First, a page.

What advice and information is available through the universities Careers & Skills Service?
- The departmental careers consultant is Ray Ryan and individual appointments can be booked with him through My Advantage Book an appointment or by emailing him directly at email@example.com The advice offered is impartial, is designed to help you feel more confident about making a career decision and takes place in a confidential setting, either in the Zeeman building or the Learning Grid at University House. The agenda of the careers appointments is set by the student and may include for example:
- Discussing career options with a mathematics degree
- Application advice (CVs, on-line applications & cover letters)
- Preparation for an interview and/or assessment centre
- Academic support is also available through the Skills team, you may want to develop your study skills, your time management skills to prepare for assignment deadlines or to prepare more effectively for examinations and dissertation writing, for example Skills.
- If you're hoping to find employment in the UK after graduation and English isn't your first language, think about ways in which you can improve your conversational language skills so that you can approach job interviews, for example, more confidently. The Centre for Applied Linguistics runs classes for our non-native speaking students, Learning English
Don't leave it too late!
Don't leave your career planning until your final year though. You are welcome to visit the Careers Service at any time during your academic career. We are happy to see you if you have no idea or lots of ideas about what you want to do next. For those of you looking for career inspiration the Careers Hub and Weblink online resources hold information on a wide range of jobs and you can try your hand at the computer based `Prospect Planner' to generate career ideas - see www.prospects.ac.uk. We may also run specialist appointments for maths students – see our Website for information about how to make an appointment.
Second year students in particular: to continue onto the third year of the MMath you need to reach a certain standard at the end of the year. Many of you who are currently on the MMath will not be by the end of year 2 so if you did not get a first in year one there is a strong possibility you could be in your penultimate year now!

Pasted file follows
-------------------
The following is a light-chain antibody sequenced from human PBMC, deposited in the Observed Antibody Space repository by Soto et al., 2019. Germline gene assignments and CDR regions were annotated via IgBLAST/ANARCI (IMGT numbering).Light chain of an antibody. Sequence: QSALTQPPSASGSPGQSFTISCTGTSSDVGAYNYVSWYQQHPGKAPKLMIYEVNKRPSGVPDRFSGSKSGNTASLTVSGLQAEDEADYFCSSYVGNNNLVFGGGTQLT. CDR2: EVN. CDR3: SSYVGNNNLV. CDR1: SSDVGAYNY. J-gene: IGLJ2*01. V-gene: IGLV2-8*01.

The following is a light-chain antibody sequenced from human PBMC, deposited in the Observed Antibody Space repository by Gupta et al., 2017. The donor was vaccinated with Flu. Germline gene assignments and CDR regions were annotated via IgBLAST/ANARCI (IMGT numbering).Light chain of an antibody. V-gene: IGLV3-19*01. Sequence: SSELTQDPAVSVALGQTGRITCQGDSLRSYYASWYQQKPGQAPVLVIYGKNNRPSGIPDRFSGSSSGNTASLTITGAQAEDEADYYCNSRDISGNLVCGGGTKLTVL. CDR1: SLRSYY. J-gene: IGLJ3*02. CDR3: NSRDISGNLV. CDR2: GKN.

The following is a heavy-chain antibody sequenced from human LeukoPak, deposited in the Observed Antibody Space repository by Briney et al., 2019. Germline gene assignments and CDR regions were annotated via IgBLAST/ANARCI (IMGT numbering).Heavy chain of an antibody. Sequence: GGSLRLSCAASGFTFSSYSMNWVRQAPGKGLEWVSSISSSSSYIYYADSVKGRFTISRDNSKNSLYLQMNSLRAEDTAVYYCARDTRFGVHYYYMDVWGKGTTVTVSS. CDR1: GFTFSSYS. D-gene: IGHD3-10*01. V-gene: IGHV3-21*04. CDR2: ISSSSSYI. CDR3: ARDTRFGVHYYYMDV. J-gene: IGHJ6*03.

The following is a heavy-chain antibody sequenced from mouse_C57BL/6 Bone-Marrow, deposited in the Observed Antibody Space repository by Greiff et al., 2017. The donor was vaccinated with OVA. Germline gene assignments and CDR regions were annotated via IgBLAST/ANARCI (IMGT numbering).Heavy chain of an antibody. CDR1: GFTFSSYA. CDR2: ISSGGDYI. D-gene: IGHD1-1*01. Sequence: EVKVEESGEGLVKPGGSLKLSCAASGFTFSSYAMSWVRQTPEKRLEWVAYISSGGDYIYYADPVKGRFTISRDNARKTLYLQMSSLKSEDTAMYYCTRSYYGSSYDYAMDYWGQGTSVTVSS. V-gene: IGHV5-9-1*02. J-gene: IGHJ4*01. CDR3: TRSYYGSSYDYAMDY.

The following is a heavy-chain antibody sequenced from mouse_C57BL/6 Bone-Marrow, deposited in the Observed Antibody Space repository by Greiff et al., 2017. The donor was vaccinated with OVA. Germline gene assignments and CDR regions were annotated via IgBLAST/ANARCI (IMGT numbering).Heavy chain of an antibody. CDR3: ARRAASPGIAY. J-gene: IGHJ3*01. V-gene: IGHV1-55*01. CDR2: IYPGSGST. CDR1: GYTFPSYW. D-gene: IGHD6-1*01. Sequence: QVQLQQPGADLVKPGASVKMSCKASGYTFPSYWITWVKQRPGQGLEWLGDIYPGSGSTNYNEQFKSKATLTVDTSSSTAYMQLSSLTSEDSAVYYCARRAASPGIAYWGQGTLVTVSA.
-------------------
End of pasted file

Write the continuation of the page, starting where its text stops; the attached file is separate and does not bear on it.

Undertaking Volunteer projects can also develop essential transferable skills such as communication, teamwork and project management. Please visit www.warwick.ac.uk/volunteers to access the Warwick Volunteers site. Possible projects include student mentoring, student tutoring, Kidz Kamp and many more.
During the forthcoming academic year, there will be a range of events and sessions relevant to maths students and the careers consultant who works with maths will be available in the department at times throughout the year for appointments (although you can also make appointments throughout the year at University House).
How to Impress
Look at any recruitment advertisement for graduates and you'll see what they want. Yes, of course they want the applicants to have a good degree, but they want to see good transferable skills as well. Transferable skills? Things like really good communication skills, team-working, negotiation and persuasion, resilience, initiative, planning and organising and problem solving skills. That's just an example of the sort of generic skills, that can be adapted to many different types of workplace, that employers are demanding today.
You can develop your skills in a number of different ways. Firstly, through your studies - mathematicians have good analytical skills, will think logically and be good at solving problems. Secondly, think about how work experience can develop things like team-working, dealing with people, multi-tasking, drive, initiative and taking responsibility. Getting involved in other extra-curricular activities like clubs and societies will also give the opportunity to develop and demonstrate those skills that the employers want to see.